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Compound Interest

What is Compound Interest?

Compounding is the act of repeatedly adding interest to the balance it was earned on.

Thus the next time interest is calculated it is paid on the original amount plus interest already earned, so the rate of growth increases.

 

Some have said the most marvellous discovery ever made was that of compound interest, that is, an amount if left to grow time after time could grow exponentially (see picture). All it takes is some patience to get it going.

 

Exponential Growth

How Compound Interest Works

Let us use an example where you invest $1,000 in a lucrative investment that returns 5% every calendar month. At the end of the first month it returns $50 interest which is compounded to $1050. The next month the 5% is calculated on the $1050 to give $52.50, an extra $2.50 for just leaving last month’s interest there. The total is now $1,102.50. The next interest bill is $55.13 and so on;

 

Payment Intervals

Interest Payment Frequency Makes a Big Difference

The frequency of interest payments is also important. Note the two scenarios in the table above. The left sequence is for 60% interest per year but paid at 5% each month (5% times 12 months equals 60%). After 2 years 322% has been earned, against 256% interest if the interest was paid yearly.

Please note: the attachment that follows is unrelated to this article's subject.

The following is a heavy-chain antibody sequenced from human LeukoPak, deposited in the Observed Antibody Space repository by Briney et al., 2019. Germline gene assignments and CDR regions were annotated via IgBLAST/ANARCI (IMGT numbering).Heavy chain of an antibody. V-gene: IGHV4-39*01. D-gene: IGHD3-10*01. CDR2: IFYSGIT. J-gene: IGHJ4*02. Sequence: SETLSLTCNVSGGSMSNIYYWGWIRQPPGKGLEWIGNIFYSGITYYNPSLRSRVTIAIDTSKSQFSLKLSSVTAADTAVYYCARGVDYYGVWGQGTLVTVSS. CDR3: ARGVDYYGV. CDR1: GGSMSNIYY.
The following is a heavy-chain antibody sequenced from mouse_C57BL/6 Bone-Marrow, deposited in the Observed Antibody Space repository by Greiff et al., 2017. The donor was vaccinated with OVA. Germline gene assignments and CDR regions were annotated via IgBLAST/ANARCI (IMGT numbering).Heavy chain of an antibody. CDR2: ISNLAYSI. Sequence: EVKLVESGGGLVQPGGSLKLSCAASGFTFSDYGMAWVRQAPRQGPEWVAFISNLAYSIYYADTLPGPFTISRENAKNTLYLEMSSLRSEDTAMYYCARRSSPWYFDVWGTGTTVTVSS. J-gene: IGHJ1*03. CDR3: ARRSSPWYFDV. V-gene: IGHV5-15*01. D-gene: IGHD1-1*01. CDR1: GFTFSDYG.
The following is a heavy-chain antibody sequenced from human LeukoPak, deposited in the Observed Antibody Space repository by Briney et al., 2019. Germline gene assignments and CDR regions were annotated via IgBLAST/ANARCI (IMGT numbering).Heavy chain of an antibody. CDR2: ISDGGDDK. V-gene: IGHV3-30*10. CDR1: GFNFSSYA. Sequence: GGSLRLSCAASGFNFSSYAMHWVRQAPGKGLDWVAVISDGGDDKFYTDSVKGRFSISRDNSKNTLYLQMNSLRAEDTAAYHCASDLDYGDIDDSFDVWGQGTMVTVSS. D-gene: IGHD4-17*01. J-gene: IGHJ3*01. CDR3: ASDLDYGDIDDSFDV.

Regular Savings Boosts Investment Returns

Compounding can also be sped up further if a regular payment is also made. See the tables;

With Payment



The amount on the left green box is the return for the $1000 invested only, while the amount on the right green box is if a regular payment is also made each month. The blue box shows the total of the extra payments invested on top of the initial $1,000. Note the difference in the amount of interest (returned profit) each month.

Use Real World Interest Rates

Obviously 5% per month in this example is a high figure to help highlight the power of compounding interest. You can experiment with the spreadsheets using more realistic interest rates of up to 20% per year. See Spreadsheet One and Spreadsheet Two (Right-click and select Save Target As).

Further Reading

Compound Interest (wikipedia)